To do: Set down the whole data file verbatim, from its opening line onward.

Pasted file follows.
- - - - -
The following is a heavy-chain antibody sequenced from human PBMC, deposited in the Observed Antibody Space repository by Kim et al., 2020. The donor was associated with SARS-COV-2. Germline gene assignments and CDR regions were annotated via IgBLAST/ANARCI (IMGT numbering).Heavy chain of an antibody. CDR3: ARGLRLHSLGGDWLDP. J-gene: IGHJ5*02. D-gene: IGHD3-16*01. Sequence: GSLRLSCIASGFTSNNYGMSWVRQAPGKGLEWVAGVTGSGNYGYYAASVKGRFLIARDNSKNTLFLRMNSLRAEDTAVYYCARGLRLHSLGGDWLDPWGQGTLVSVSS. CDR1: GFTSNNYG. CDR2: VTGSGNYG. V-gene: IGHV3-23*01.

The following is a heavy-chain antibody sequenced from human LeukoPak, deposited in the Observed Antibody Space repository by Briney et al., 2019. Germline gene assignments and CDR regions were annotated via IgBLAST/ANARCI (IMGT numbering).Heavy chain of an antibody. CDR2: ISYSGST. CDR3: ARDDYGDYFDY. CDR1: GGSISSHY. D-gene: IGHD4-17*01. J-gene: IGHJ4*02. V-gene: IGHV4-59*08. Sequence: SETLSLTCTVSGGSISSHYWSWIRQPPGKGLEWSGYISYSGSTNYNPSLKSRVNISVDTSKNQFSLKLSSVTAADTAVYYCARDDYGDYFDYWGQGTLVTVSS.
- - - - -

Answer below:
The following is a heavy-chain antibody sequenced from human PBMC, deposited in the Observed Antibody Space repository by Kim et al., 2020. The donor was associated with SARS-COV-2. Germline gene assignments and CDR regions were annotated via IgBLAST/ANARCI (IMGT numbering).Heavy chain of an antibody. CDR3: ARGLRLHSLGGDWLDP. J-gene: IGHJ5*02. D-gene: IGHD3-16*01. Sequence: GSLRLSCIASGFTSNNYGMSWVRQAPGKGLEWVAGVTGSGNYGYYAASVKGRFLIARDNSKNTLFLRMNSLRAEDTAVYYCARGLRLHSLGGDWLDPWGQGTLVSVSS. CDR1: GFTSNNYG. CDR2: VTGSGNYG. V-gene: IGHV3-23*01.

The following is a heavy-chain antibody sequenced from human LeukoPak, deposited in the Observed Antibody Space repository by Briney et al., 2019. Germline gene assignments and CDR regions were annotated via IgBLAST/ANARCI (IMGT numbering).Heavy chain of an antibody. CDR2: ISYSGST. CDR3: ARDDYGDYFDY. CDR1: GGSISSHY. D-gene: IGHD4-17*01. J-gene: IGHJ4*02. V-gene: IGHV4-59*08. Sequence: SETLSLTCTVSGGSISSHYWSWIRQPPGKGLEWSGYISYSGSTNYNPSLKSRVNISVDTSKNQFSLKLSSVTAADTAVYYCARDDYGDYFDYWGQGTLVTVSS.